Combined Data Analysis (Meta-Analysis)
The association results for the rs60745952 SNP in the three study datasets with Ashkenazi Jewish ancestry (Discovery Dataset, Validation Dataset #1, Validation Dataset #2) were combined using a meta-analysis with the inverse sample size-weighted approach implemented in METAL . We evaluated homogeneity between the association results using the Q-test and calculated the summary effect estimate using a random effects model . We calculated the summary effect estimate using both fixed and random effect models, since the p-value for the test of homogeneity was marginally significant (Table 3; p<0.10), which suggests some heterogeneity may be present and the variance between studies should be incorporated into the analyses to obtain confidence limits.
S1 File. Genotyping QA/QC Details for Discovery Dataset.
S2 File. Genotyping QA/QC Details for Validation Dataset #1.
S4 File. LD Evaluation through Permutation in Discovery and Validation #1 Datasets.
The content of this manuscript does not necessarily reflect the views or policies of the National Cancer Institute or any of the collaborating centers in the CORECT consortium, nor does mention of trade names, commercial products, or organizations imply endorsement by the US Government or the CORECT consortium.
Conceived and designed the experiments: SDM RCE SBG. Performed the experiments: NLN SLS VJ PS MV ZKS. Analyzed the data: SDM NLN SLS LZ RCE ZKS. Contributed reagents/materials/analysis tools: LR JFS KS JS NE HR CM LL KO GR SBG. Wrote the paper: SDM NLN SLS LZ RCE LR JFS KS JS NE HR CM LL KO GR SBG VJ PS MV MA JW. Jointly supervised the research: SDM RCE KO MA JW.
- 1. Siegel R, Ma J, Zou Z, Jemal A (2014) Cancer Statistics, 2014. CA Cancer J Clin 64: 9–29. pmid:24399786
- 2. Ferlay J, Steliarova-Foucher E, Lortet-Tieulent J, Rosso S, Coebergh JW, Comber H, et al. (2013) Cancer incidence and mortality patterns in Europe: estimates for 40 countries in 2012. Eur J Cancer 49: 1374–1403. S0959-8049(13)00007-5 [pii]; pmid:23485231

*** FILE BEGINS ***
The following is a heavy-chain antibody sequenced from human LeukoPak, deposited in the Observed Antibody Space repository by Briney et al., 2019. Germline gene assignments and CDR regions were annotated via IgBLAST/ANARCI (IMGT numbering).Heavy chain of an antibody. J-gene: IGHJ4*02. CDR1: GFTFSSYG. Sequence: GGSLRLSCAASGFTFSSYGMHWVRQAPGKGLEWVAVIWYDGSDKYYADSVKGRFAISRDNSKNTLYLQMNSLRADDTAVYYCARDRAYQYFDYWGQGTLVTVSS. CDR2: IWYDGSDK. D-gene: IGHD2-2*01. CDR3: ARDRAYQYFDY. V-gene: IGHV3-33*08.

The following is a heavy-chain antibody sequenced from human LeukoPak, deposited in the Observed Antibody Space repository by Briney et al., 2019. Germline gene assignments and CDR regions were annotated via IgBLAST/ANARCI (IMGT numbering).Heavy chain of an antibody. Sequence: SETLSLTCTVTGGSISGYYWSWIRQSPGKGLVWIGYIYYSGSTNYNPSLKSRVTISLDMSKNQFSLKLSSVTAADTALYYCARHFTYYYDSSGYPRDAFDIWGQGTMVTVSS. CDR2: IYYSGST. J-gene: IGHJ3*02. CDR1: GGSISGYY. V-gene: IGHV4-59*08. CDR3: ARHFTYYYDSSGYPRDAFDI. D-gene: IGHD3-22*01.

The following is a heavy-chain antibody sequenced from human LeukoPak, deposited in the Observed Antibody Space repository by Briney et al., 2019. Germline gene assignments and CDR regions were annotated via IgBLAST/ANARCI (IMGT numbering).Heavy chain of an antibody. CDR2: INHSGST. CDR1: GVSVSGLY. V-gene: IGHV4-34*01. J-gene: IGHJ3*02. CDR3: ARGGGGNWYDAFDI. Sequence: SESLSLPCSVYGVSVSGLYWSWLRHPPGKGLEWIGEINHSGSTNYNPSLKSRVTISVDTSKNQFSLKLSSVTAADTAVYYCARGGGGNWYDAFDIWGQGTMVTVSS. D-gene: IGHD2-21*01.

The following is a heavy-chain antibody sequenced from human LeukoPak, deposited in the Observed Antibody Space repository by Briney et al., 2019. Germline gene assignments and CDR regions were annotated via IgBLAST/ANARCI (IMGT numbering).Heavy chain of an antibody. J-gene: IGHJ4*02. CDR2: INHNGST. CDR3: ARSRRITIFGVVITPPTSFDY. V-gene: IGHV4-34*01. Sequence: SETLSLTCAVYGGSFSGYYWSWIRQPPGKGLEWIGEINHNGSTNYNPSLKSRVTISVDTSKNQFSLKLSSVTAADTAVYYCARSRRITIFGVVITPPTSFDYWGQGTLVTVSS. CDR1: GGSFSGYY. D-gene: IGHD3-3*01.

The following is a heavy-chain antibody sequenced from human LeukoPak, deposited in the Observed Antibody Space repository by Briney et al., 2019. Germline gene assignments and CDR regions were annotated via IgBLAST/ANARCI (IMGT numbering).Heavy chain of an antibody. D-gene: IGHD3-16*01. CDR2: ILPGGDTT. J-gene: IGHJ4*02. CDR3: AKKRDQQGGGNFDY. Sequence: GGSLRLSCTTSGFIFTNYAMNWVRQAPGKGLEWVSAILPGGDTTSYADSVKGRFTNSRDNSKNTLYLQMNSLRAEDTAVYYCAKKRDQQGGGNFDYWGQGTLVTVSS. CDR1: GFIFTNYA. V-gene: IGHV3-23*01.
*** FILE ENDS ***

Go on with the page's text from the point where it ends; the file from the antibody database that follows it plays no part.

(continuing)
- 3. Markowitz SD, Bertagnolli MM (2009) Molecular origins of cancer: Molecular basis of colorectal cancer. N Engl J Med 361: 2449–2460. 361/25/2449 [pii]; pmid:20018966
- 4. Jones S, Chen WD, Parmigiani G, Diehl F, Beerenwinkel N, Antal T, et al. (2008) Comparative lesion sequencing provides insights into tumor evolution. Proc Natl Acad Sci U S A 105: 4283–4288. 0712345105 [pii]; pmid:18337506
- 5. Niell BL, Long JC, Rennert G, Gruber SB (2003) Genetic anthropology of the colorectal cancer-susceptibility allele APC I1307K: evidence of genetic drift within the Ashkenazim. Am J Hum Genet 73: 1250–1260. S0002-9297(07)63978-0 [pii]; pmid:14624392
- 6. Stenzel SL, Schumacher FR, Edlund CK, Conti DV, Raskin L, Lejbkowicz F, et al. (2014) A novel colorectal cancer risk locus at 4q32.2 identified from an international genome-wide association study. Carcinogenesis. bgu148 [pii];
- 7. Poynter JN, Gruber SB, Higgins PD, Almog R, Bonner JD, Rennert HS, et al. (2005) Statins and the risk of colorectal cancer. N Engl J Med 352: 2184–2192. 352/21/2184 [pii]; pmid:15917383
- 8. Thompson CL, Fink SP, Lutterbaugh JD, Elston RC, Veigl ML, Markowitz SD, et al. (2013) Genetic variation in 15-hydroxyprostaglandin dehydrogenase and colon cancer susceptibility. PLoS One 8: e64122. PONE-D-13-02983 [pii]. pmid:23717544
- 9. Turner S, Armstrong LL, Bradford Y, Carlson CS, Crawford DC, Crenshaw AT, et al. (2011) Quality control procedures for genome-wide association studies. Curr Protoc Hum Genet Chapter 1: Unit1.
- 10. Purcell S, Neale B, Todd-Brown K, Thomas L, Ferreira MA, Bender D, et al. (2007) PLINK: a tool set for whole-genome association and population-based linkage analyses. Am J Hum Genet 81: 559–575. S0002-9297(07)61352-4 [pii]; pmid:17701901
- 11. Jurinke C, van den Boom D, Cantor CR, Koster H (2002) The use of MassARRAY technology for high throughput genotyping. Adv Biochem Eng Biotechnol 77: 57–74. pmid:12227737
- 12. Sasieni PD (1997) From genotypes to genes: doubling the sample size. Biometrics 53: 1253–1261. pmid:9423247
- 13. Barrett JC, Fry B, Maller J, Daly MJ (2005) Haploview: analysis and visualization of LD and haplotype maps. Bioinformatics 21: 263–265. bth457 [pii]. pmid:15297300
- 14. Siegmund D (2002) Upward bias in estimation of genetic effects. Am J Hum Genet 71: 1183–1188. S0002-9297(07)60411-X [pii]; pmid:12386837
- 15. Willer CJ, Li Y, Abecasis GR (2010) METAL: fast and efficient meta-analysis of genomewide association scans. Bioinformatics 26: 2190–2191. btq340 [pii]; pmid:20616382